• Growing Gourmet and Medicinal Mushrooms
    With more than 500 photos, this acclaimed grower’s guide covers advanced cultivation techniques for commercial and laboratory growers.
  • Mycelium Running
    This book gives an in-depth look at how mycelium can save the planet through ecoforestry, permaculture and bioremediation.
  • Fantastic Fungi: How Mushrooms Can Heal, Shift Consciousness, and Save the Planet
    Written as a companion to the documentary Fantastic Fungi, this book is a shared project between Stamets and many other contributors to the film.
  • From Bears and Trees to Mushrooms and Bees: A Children’s Book
    Written in partnership with David Marshall, this 72-page book seeks to inspire children through the science of helping the bee population with mycelium.

Paul Stamets has been celebrated for his achievements and contributions to mycology with many awards from prestigious institutions. Some notable inclusions are the Visionary Award from National Geographic Adventure Magazine in 2008, an honorary Doctor of Science degree from The National College of Natural Medicine in 2012, and the Award for Contributions to Amateur and Professional Mycology from the North American Mycological Association in 2013.

A full list of his awards can be viewed on his personal website.

Beyond his own contributions, Stamets is dedicated to passing along a curiosity for mycology to future generations. He frequently employs students for his research projects and is a heavily sought-after keynote speaker for psychedelic, medicine, and mycology conferences. Stamets also delivered a top-ten ranked TED talk in 2008 entitled “6 ways mushrooms can save the world”, which has amassed over 8 million views on the TED website, and many more on YouTube.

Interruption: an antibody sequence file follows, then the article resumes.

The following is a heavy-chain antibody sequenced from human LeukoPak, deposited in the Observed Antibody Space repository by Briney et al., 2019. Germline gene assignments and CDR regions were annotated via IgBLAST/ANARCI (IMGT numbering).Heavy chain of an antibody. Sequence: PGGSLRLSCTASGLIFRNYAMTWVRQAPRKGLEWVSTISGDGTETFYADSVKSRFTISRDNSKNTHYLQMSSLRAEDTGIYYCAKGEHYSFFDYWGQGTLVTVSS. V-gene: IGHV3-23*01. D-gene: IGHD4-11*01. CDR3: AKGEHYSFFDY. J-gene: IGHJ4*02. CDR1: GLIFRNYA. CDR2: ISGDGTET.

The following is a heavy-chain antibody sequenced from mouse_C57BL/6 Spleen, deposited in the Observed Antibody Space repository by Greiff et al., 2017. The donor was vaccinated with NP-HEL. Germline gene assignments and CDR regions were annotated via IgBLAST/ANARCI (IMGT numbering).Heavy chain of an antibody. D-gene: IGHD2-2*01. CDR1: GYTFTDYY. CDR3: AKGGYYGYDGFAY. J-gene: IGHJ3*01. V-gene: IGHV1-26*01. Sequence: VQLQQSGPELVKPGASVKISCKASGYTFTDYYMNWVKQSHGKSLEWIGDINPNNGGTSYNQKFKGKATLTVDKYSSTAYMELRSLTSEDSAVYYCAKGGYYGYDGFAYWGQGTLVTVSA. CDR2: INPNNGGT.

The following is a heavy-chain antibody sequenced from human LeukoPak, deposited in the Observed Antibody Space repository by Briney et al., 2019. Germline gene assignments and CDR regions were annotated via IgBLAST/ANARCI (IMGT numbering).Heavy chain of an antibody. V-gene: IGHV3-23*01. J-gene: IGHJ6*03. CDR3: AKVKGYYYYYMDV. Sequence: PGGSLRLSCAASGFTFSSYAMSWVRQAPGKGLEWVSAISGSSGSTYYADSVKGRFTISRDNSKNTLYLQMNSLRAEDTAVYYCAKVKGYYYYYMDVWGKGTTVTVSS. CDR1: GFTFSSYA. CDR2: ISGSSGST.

A key takeaway from Paul Stamets’ body of work that is often overlooked is his drive for a societal shift in how the world views fungi. Certain governments and pockets of society have begun to embrace the beneficial qualities of mushrooms, but there is still a long way to go. Mushrooms are still shrouded in stigma leftover from the “war on drugs” era, which mistakenly included natural medicinals like fungi in the ban of synthetic, addictive drugs like opiates.

Stamets’ research has clearly demonstrated that mushrooms have the potential to solve many of society’s problems in a holistic, natural way. However, the decriminalization and de-stigmatization of psilocybin and other mushroom-based products is essential for the research to be further developed into marketable treatments for the general public.

Today, “The Mushroom Man” remains dedicated to advocating for all things mushroom.